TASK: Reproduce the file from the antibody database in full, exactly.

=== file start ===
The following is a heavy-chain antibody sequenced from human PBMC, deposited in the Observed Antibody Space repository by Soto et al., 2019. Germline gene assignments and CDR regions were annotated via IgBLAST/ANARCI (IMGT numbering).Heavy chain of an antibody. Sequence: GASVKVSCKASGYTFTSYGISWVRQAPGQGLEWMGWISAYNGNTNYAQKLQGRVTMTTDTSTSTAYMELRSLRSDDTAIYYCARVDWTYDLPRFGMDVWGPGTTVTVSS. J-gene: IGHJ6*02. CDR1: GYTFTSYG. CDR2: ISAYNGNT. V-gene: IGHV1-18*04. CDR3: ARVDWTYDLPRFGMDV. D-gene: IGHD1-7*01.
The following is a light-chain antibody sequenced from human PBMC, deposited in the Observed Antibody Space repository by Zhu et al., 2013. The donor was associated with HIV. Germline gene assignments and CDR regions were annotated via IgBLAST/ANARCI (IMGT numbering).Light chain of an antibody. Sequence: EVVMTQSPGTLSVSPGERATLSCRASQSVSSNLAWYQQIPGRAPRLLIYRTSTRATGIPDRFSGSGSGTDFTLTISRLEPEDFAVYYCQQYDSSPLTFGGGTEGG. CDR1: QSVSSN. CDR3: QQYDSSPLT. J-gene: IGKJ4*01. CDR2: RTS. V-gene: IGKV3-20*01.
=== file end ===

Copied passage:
The following is a heavy-chain antibody sequenced from human PBMC, deposited in the Observed Antibody Space repository by Soto et al., 2019. Germline gene assignments and CDR regions were annotated via IgBLAST/ANARCI (IMGT numbering).Heavy chain of an antibody. Sequence: GASVKVSCKASGYTFTSYGISWVRQAPGQGLEWMGWISAYNGNTNYAQKLQGRVTMTTDTSTSTAYMELRSLRSDDTAIYYCARVDWTYDLPRFGMDVWGPGTTVTVSS. J-gene: IGHJ6*02. CDR1: GYTFTSYG. CDR2: ISAYNGNT. V-gene: IGHV1-18*04. CDR3: ARVDWTYDLPRFGMDV. D-gene: IGHD1-7*01.
The following is a light-chain antibody sequenced from human PBMC, deposited in the Observed Antibody Space repository by Zhu et al., 2013. The donor was associated with HIV. Germline gene assignments and CDR regions were annotated via IgBLAST/ANARCI (IMGT numbering).Light chain of an antibody. Sequence: EVVMTQSPGTLSVSPGERATLSCRASQSVSSNLAWYQQIPGRAPRLLIYRTSTRATGIPDRFSGSGSGTDFTLTISRLEPEDFAVYYCQQYDSSPLTFGGGTEGG. CDR1: QSVSSN. CDR3: QQYDSSPLT. J-gene: IGKJ4*01. CDR2: RTS. V-gene: IGKV3-20*01.